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Images of black people, particularly black men, wearing durags have been part of black cultural consciousness for years. In spite of the obvious practical uses for durags, black men were, and still are, of course often labeled as thuggish and low-class when they wear them.

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With the data, legislation and the history of Black hair, many people who opt into this conversation chalk up Black hair to “just a hairstyle.” But by doing so, they are dismissing the experience of women and girls who add their personal experiences to the conversation surrounding hairstyles that date back to 3500 B.C. in African culture.

Nicole C. Jackson, a psychotherapist who specializes in cultural and systemic oppression among emerging adults, works with many young African-American women who struggle with embracing their beauty and identity “due to the onslaught of Eurocentric standards of beauty often entrenched in the world of social media and other digital platforms.”

  When Non-Black Minorities Adopt Black Style, Is It Still Appropriation? © Getty “It’s possible to be psychologically affected by the consistent denying, rejection and attempts to discredit our beauty and all that we are,” said Jackson, who is also a licensed clinical and social worker. Potential effects can include depression, anxiety, feelings of inferiority, isolation, low self-esteem and internalized oppression.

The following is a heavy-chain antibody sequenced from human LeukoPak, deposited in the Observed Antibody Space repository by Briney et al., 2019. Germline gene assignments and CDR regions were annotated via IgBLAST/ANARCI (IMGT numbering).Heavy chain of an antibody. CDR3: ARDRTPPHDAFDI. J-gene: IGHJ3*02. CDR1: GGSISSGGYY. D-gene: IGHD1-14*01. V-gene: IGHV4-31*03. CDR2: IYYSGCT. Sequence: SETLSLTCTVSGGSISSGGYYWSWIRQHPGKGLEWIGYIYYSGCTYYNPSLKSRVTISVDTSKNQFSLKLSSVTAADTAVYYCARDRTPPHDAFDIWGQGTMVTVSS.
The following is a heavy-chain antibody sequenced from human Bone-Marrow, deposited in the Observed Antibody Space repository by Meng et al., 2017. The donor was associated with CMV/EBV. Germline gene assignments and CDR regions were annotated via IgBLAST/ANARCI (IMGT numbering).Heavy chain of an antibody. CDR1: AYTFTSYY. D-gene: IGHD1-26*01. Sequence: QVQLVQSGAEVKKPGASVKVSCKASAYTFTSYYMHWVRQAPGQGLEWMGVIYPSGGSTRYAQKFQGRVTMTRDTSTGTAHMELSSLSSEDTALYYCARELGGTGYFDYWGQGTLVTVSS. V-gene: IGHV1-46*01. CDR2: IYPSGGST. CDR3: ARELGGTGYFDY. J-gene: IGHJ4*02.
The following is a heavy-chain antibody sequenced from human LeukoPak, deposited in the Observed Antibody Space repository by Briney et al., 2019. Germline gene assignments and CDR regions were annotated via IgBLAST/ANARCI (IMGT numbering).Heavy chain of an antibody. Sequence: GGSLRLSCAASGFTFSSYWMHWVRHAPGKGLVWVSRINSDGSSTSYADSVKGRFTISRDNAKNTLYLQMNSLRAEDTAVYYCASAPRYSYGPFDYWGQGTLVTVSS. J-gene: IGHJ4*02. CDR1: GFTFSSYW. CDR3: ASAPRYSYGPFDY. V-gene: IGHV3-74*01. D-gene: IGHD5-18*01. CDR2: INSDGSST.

Jackson’s advice to white people and non-Black minorities is this: “Other ethnicities should begin with a personal awareness of the impact of culture and a willingness to put their personal beliefs aside to gain a deeper understanding.” For Black women, she said, “give yourself permission to take a timeout from the debate.” 

  When Non-Black Minorities Adopt Black Style, Is It Still Appropriation? © Getty “We often find ourselves in the role of educating everyone, from our children’s teachers, doctors and co-workers about what it means to be us,” Jackson said. “While our voices are essential to the conversation, it is not our responsibility alone to educate others about their injustice and appropriation.”

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Hair Steaming Is The Easy (And Free) Cure For Your Dry Winter Hair .
Hair Steaming Is The Easy (And Free) Cure For Your Dry Winter Hair Most of the time when there's a beauty trick to sort out your hair, it requires going to the salon or spending a lot of money. But once in a while a brilliant idea comes along which includes neither of those things, and hair steaming is just that.It's not exactly a new concept (women with tightly coiled hair have been applying oil and then heat for decades) but shockingly a lot of women don't realise just how much of a difference steaming their hair can make.